C.K.: There are also so many disciplines you can show on your page and in your exhibition. How did you decide which videos you want to share in this exhibition and what are your ideas what do you want to show explicit in this exhibition?
C.S.: I wanted to show the variety and the diversity and also the amount of artist who are out there dealing with the theme of contemporary mask. So basically really bring fashion for bank robbers like a very similar idea to this public art space. And of course Instagram still isn’t, even if they want to be, the best platform for video because of the portrait format. So in this space we have a very very big landscape format screen for the videos. So I think it is of course a much much better place to watch videos. And of course I have, you know, my favourite artists whom I was just asking: Hey do you have some videos, can I watch something that you made as a video art or as a music video, etc.? And then I just picked what I liked again. It was a belly feeling just what kind of fit to like the vision I head in mind. Which wasn’t something specific. It was really showing again the variety and the many many different things that are out there and the amount of artists.
C.K.: That sounds really great, like you could put your idea of the page into this real world. It sounds really great. How to you perceive the response to fashion for bank robbers? Is there a difference between the exhibition space at MaximiliansForum Munich or the Instagram platform? I mean you already mentioned you found some true real lifetime friends via Instagram. I guess this won’t happen to you at the MaximiliansForum. But how were the other responses you got?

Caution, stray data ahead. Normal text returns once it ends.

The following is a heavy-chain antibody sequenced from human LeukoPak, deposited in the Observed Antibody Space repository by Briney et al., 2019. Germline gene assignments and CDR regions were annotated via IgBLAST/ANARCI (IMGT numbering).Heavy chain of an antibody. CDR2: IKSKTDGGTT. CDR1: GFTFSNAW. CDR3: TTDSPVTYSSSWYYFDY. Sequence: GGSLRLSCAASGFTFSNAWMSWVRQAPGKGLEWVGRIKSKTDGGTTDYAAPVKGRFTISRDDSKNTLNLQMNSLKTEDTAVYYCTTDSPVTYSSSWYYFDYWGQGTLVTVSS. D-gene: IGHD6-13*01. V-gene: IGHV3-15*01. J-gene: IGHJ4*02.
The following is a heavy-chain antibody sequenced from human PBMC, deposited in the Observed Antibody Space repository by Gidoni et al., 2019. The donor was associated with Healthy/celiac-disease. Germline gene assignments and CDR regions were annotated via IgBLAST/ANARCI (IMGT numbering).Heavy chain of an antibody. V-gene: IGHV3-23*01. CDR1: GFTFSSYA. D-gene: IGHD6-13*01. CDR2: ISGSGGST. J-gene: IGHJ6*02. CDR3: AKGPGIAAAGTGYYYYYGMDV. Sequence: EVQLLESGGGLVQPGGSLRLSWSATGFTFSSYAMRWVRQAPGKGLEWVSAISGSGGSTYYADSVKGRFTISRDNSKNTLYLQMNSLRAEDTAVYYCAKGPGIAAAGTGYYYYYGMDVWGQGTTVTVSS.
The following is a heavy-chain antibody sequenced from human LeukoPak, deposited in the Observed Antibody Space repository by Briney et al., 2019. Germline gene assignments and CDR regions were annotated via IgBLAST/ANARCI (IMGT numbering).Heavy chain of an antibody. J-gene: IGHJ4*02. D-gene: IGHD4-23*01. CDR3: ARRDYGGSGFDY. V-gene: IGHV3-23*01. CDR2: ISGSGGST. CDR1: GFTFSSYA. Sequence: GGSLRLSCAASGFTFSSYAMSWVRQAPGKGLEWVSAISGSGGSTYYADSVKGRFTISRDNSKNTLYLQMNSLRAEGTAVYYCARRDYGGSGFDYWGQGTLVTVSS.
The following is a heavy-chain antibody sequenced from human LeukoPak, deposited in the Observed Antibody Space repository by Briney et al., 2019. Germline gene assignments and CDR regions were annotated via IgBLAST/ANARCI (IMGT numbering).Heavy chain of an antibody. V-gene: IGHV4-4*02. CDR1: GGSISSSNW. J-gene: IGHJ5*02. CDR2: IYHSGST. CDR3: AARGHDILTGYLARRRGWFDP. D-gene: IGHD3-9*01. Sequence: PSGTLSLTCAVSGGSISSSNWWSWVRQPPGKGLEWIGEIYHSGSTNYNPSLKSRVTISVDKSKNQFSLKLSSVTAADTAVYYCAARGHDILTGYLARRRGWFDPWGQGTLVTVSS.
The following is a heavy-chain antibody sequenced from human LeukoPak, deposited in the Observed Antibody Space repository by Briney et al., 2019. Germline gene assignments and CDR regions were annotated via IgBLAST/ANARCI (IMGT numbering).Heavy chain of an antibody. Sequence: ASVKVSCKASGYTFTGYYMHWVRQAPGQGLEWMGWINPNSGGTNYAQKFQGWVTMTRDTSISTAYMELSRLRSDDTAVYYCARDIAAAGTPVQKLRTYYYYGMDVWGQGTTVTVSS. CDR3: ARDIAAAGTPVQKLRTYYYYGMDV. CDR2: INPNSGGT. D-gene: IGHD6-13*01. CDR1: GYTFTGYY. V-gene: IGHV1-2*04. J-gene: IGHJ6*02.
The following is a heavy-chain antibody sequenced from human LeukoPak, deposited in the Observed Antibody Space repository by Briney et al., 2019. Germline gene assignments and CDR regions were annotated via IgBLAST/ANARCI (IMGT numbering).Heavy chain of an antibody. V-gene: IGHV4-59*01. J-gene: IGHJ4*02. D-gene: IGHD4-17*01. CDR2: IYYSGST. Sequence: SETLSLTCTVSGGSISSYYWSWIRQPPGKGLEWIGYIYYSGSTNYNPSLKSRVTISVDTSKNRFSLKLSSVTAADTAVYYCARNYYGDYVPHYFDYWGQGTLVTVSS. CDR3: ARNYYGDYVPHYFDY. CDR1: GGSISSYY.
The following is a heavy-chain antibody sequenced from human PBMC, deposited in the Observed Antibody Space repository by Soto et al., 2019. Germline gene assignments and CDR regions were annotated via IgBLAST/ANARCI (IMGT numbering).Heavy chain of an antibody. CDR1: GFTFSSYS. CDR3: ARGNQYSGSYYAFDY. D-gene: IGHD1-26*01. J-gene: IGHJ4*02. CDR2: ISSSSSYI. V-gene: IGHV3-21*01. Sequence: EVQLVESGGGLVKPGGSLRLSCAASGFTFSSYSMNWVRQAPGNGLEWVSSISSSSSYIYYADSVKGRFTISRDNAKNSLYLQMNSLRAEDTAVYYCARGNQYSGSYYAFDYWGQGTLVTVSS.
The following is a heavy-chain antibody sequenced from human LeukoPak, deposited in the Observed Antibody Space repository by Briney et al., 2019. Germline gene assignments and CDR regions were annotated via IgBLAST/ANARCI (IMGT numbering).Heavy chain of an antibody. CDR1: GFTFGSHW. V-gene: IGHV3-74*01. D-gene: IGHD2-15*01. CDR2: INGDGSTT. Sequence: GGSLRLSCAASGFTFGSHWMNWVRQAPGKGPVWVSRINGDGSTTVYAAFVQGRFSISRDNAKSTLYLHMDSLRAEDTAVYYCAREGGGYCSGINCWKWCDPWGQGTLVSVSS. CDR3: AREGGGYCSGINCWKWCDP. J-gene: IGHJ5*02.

C.S.: Yea, of course we are reaching a new audience in the MaximiliansForum. There are people who aren't necessarily active on Instagram, people for who the world of mask and everything around it is completely new. So yea, I think that is very nice. What I do realize now is that I get some requests from other museums which are interested or like a film festival. For instance I am going to the B3 Biennale in Frankfurt in October. They invited me also to bring some video art because they heard about the exhibition to the film festival. So that is really exiting that there will be now more changes to bring fashion for bank robbers out of Instagram into other art spaces.
A.S.R.S.: Yes, and I read on the homepage that there is also a program next to the exhibition. How is the audience for this program?